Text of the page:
Litchfield Library has many books about manners and children, and here are a few that might help get you through the holidays.   Monster Knows Table Manners, by Connie Colwell Miller,  Manners Mash-up: A Goofy Guide to Good Behavior J395.122 MAN,  Manners in Public, by Carrie Finn and   Whoopi's Big Book of Manners, by Whoopi Goldberg.  


If as an adult you need a quick manner fix, try One Minute Manners: Quick Solutions to the Most Awkward Situations You'll Ever Face at Work, by  Ann Marie Sabath.   Join us at Friday Story Hour this month to have some fun learning about ... manners.
  

Saturday, November 1, 2014

Feather your nest this fall

by Beth Cronk, Litchfield head librarian

The weather is getting colder and our opportunities to play and work outside are dwindling.  Maybe it’s time to turn our focus to the inside of our homes.  Our library has some new books on decorating that might inspire you to update your space.

Flea Market Fabulous: Designing Gorgeous Rooms with Vintage Treasures is a brand-new, popular book by Lara Spencer, an anchor on Good Morning America and host of “Flea Market Flip” on HGTV.   Spencer shows readers how to go through the steps of identifying the problems of a room, coming up with a decorating plan, and then finding items at flea markets that can be re-done to create the look. 

Color: The Perfect Shade for Every Room is a new House Beautiful book by Lisa Cregan.  The book is organized into ten chapters, each focusing on one color.  It features over 400 photos that demonstrate how to use various shades in bold and subtle ways for different effects.  I expected the book to be about wall color, but it demonstrates the use of color in furniture and accessories, as well.

Tricia Guild: Decorating with Color is another book to help with color selection.  Guild is a London-based interior designer who works all over the world.  Her style is dramatic and glamorous, with combinations of bold patterns.  This book explains her framework of five color families and shows how she combines colors and patterns.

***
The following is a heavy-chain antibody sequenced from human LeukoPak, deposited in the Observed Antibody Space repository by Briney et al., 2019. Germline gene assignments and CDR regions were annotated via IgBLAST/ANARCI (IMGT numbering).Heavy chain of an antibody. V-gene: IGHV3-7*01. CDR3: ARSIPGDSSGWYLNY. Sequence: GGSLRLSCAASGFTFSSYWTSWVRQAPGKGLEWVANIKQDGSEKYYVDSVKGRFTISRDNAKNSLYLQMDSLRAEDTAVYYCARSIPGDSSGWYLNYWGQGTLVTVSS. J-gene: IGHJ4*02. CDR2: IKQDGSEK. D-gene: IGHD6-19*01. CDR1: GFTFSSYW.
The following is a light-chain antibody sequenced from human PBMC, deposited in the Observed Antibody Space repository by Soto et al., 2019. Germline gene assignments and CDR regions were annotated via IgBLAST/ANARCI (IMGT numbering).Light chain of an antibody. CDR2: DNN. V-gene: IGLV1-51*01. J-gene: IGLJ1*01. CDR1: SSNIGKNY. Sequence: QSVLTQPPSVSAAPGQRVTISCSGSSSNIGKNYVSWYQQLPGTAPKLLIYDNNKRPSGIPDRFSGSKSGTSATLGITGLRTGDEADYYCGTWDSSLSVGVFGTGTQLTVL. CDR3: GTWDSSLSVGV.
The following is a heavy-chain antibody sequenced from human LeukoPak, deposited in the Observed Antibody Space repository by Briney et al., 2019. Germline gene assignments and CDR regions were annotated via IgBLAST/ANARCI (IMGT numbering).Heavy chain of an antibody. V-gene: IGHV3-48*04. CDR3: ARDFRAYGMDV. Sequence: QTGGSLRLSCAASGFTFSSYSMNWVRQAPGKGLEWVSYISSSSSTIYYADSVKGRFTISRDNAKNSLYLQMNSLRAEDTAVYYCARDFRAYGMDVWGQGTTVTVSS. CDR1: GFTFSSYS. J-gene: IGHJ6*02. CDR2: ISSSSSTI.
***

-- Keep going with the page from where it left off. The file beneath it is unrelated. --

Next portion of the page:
Love Where You Live: At Home in the Country is an interior decorating book by Joan Osofsky and Abby Adams.  Osofsky owns a well-known “lifestyle store” in upstate New York, and she is known for a modern country style.  If you like a cozy but sophisticated country look, this book may give you some inspiration.

How to Hang a Picture: And Other Essential Lessons for the Stylish Home is a guidebook for hanging, framing, and displaying art.  Jason Sacher and Suzanne LaGasa lay out simple, practical rules for making your photos and prints look classy in your home.  They even explain how to avoid ruining your walls depending on what they’re made of: drywall, plaster, brick, and so forth.

 A Beautiful Mess Happy Handmade Home: A Room-by-Room Guide to Painting, Crafting, and Decorating a Cheerful, More Inspiring Space is a long title that tells you almost everything you need to know about the book.  Authors Elsie Larson and Emma Chapman are sisters who have a home decorating blog called “A Beautiful Mess”.  They also have a bestselling app for photos with the same name.  Reviews for the book have been mixed, even from those who enjoy their blog.  Some find it fun and inspiring, while others think the directions for projects are lacking and the results strange or not durable.  One great thing about checking a book out from the library is that you can read it and decide if it’s something you’d like to buy to actually use for projects in your own home. 

In addition to books, our library subscribes to magazines that you can use for home d├ęcor inspiration.  Country Living, House Beautiful, Midwest Living, Real Simple, and Martha Stewart Living are all available in our magazine area.  You can even check out issues to bring home and read at your leisure. 


If your home is ready for a makeover this fall, stop in to the library for some books that can help you find your style.  As Jane Austen said, “There is nothing like staying at home for real comfort.”